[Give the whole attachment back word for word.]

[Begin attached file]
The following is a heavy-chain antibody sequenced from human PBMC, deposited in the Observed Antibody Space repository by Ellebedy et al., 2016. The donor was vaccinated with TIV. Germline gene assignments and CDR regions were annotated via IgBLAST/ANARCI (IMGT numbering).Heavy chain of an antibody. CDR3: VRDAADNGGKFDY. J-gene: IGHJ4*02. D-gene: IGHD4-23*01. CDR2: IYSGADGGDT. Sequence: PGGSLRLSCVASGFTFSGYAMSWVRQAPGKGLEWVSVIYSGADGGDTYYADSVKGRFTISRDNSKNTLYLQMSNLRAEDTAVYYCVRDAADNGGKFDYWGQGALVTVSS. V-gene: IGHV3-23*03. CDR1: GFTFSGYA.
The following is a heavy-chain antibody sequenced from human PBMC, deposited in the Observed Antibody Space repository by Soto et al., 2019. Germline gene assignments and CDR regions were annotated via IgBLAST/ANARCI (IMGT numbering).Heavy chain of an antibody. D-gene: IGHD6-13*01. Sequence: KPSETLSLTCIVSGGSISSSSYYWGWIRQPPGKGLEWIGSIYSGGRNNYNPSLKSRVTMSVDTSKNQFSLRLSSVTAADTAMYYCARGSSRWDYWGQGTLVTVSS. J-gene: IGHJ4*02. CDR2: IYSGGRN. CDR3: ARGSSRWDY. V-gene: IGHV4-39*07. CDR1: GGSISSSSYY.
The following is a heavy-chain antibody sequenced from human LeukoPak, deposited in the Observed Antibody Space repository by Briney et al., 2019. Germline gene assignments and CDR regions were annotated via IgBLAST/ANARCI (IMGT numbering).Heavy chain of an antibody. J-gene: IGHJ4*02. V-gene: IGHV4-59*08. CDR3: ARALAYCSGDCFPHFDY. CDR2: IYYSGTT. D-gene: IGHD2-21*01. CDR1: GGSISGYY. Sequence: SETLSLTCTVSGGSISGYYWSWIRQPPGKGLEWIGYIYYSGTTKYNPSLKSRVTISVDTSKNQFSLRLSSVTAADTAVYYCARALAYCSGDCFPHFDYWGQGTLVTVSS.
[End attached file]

The following is a heavy-chain antibody sequenced from human PBMC, deposited in the Observed Antibody Space repository by Ellebedy et al., 2016. The donor was vaccinated with TIV. Germline gene assignments and CDR regions were annotated via IgBLAST/ANARCI (IMGT numbering).Heavy chain of an antibody. CDR3: VRDAADNGGKFDY. J-gene: IGHJ4*02. D-gene: IGHD4-23*01. CDR2: IYSGADGGDT. Sequence: PGGSLRLSCVASGFTFSGYAMSWVRQAPGKGLEWVSVIYSGADGGDTYYADSVKGRFTISRDNSKNTLYLQMSNLRAEDTAVYYCVRDAADNGGKFDYWGQGALVTVSS. V-gene: IGHV3-23*03. CDR1: GFTFSGYA.
The following is a heavy-chain antibody sequenced from human PBMC, deposited in the Observed Antibody Space repository by Soto et al., 2019. Germline gene assignments and CDR regions were annotated via IgBLAST/ANARCI (IMGT numbering).Heavy chain of an antibody. D-gene: IGHD6-13*01. Sequence: KPSETLSLTCIVSGGSISSSSYYWGWIRQPPGKGLEWIGSIYSGGRNNYNPSLKSRVTMSVDTSKNQFSLRLSSVTAADTAMYYCARGSSRWDYWGQGTLVTVSS. J-gene: IGHJ4*02. CDR2: IYSGGRN. CDR3: ARGSSRWDY. V-gene: IGHV4-39*07. CDR1: GGSISSSSYY.
The following is a heavy-chain antibody sequenced from human LeukoPak, deposited in the Observed Antibody Space repository by Briney et al., 2019. Germline gene assignments and CDR regions were annotated via IgBLAST/ANARCI (IMGT numbering).Heavy chain of an antibody. J-gene: IGHJ4*02. V-gene: IGHV4-59*08. CDR3: ARALAYCSGDCFPHFDY. CDR2: IYYSGTT. D-gene: IGHD2-21*01. CDR1: GGSISGYY. Sequence: SETLSLTCTVSGGSISGYYWSWIRQPPGKGLEWIGYIYYSGTTKYNPSLKSRVTISVDTSKNQFSLRLSSVTAADTAVYYCARALAYCSGDCFPHFDYWGQGTLVTVSS.